Cons:  The chat function on YouTube Premier proved to be a challenge. We could not figure out a way to disable the feature, and the middle school kids who were just there for the prizes were hard to monitor. I had to “kick out” several for profanity. 

Top three lessons learned: Prizes worked well to motivate viewers and attract people outside our normal audience. I recommend having a couple people who can monitor the chat and remove people if needed. Looking back at our audience size garnered, we could have asked for more from our sponsors given the large captive audience.

College and Career Info Night launches on YouTube via StreamYard and Zoom Webinar

Poway Unified’s College and Career Info Night is a large event for our district, with thousands of high schools students and their parents crammed into a gym at one of our schools. Again, our pandemic environment allowed us to debut our first-ever virtual college and career info night. The evening kicked off via a live streamed welcome on YouTube via StreamYard. We then utilized Zoom webinars for each of the multiple sessions, creating a “course catalogue” with links, times and descriptions that we distributed in advance. This allowed attendees (both parents and students) to plan their evening.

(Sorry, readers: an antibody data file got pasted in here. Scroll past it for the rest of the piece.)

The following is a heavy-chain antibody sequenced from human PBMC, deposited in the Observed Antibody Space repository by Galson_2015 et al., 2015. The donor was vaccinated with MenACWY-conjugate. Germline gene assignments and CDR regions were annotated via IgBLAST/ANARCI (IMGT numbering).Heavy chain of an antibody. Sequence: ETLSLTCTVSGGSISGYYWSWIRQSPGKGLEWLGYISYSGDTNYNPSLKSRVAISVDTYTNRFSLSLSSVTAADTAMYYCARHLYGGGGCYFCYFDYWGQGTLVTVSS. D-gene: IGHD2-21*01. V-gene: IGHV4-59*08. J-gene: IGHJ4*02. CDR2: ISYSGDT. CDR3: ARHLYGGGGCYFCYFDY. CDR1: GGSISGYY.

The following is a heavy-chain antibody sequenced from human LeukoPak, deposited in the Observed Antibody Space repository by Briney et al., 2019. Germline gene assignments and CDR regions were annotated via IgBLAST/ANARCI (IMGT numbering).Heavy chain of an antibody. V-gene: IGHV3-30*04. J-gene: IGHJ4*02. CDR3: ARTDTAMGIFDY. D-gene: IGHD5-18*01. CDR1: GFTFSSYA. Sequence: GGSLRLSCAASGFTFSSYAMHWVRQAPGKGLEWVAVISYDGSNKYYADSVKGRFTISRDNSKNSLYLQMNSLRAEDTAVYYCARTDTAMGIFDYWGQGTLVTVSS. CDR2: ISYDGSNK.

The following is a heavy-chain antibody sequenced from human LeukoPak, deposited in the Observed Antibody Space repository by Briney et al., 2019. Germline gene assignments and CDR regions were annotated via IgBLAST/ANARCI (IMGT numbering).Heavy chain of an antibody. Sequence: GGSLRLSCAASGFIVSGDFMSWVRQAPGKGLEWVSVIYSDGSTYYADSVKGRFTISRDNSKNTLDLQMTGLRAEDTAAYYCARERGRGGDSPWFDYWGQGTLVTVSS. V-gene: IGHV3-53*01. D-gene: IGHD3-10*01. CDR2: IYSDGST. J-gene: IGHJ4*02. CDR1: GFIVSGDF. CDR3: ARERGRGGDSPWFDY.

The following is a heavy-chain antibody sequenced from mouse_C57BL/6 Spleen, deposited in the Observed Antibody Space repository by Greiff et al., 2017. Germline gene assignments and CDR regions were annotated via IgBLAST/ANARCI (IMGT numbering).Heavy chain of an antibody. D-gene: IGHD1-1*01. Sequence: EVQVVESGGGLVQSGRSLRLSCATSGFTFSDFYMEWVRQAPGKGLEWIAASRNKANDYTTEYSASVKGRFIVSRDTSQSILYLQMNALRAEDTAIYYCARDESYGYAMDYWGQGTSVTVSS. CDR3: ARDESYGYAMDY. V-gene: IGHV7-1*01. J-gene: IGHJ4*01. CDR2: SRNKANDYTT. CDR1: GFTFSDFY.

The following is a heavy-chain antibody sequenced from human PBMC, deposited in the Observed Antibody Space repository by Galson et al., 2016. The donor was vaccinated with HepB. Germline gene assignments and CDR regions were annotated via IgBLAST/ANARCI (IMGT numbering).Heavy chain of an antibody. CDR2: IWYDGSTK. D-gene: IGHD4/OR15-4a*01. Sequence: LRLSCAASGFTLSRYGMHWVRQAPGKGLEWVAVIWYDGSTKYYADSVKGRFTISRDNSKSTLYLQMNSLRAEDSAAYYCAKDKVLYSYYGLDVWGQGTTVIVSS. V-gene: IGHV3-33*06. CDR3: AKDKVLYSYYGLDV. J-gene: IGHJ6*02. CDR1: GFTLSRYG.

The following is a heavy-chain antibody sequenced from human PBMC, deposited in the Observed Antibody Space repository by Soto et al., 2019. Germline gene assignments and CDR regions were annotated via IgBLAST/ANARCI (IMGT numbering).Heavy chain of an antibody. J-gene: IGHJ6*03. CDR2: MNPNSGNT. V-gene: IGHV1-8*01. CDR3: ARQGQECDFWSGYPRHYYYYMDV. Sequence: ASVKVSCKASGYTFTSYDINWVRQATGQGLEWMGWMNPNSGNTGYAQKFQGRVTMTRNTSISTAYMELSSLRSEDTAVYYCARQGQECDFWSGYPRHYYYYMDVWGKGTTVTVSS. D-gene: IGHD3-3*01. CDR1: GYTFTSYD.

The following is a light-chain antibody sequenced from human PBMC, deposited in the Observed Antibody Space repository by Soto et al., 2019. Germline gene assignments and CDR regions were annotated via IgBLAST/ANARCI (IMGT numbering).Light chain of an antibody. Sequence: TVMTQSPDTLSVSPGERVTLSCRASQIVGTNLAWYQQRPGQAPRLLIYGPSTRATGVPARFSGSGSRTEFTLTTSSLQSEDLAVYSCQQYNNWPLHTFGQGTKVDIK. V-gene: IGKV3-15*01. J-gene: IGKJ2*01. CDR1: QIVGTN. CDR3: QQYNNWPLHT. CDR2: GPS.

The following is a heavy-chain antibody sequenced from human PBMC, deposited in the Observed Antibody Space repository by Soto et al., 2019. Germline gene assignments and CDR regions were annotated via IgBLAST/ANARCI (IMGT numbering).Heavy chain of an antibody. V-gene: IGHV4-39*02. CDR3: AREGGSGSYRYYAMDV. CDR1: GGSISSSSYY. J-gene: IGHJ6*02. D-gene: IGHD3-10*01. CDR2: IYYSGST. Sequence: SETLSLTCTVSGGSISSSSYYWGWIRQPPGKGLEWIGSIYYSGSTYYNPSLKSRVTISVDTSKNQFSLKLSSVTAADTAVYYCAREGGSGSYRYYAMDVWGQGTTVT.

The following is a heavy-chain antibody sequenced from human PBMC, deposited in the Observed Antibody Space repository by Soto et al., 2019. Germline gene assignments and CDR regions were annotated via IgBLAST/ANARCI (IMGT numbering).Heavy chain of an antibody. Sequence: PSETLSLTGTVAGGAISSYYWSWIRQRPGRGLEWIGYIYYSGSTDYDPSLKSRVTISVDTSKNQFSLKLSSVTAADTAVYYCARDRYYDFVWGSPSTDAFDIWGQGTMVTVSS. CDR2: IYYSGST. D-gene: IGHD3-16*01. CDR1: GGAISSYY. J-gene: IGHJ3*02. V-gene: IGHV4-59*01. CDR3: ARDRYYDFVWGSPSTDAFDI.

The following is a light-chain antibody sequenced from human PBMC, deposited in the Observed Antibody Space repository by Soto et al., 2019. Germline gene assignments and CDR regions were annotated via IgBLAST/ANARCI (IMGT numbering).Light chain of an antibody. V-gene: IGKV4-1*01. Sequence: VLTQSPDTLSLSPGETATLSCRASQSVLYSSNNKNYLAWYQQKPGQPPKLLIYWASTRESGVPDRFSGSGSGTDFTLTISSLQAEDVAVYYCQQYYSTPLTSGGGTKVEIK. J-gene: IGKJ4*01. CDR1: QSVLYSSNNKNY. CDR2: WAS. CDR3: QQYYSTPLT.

Pros: With Zoom webinars, the presenters have more control and many more people can attend at one time. Hosts can mute attendees and have the ability to allow specific guests to speak, allowing time for Q&A and interaction. The platform also offers a fun polling feature and webinars reduce zoom bombers with the video turned off for attendees. 

Cons: While I wouldn’t really call it a “con,” our students are experiencing Zoom fatigue from virtual learning that they didn’t really want to spend their evening attending more Zooms.

Top 3 lessons learned: Record all sessions so you can post for anyone who could not attend live – the asynchronous option reached many more people; 30-minute sessions aren’t long enough to present all the information and have Q&A; having one room open during the entire event to answer tech-related questions, trouble shoot, or just answer generic questions works really well because anyone can pop in at any time for support.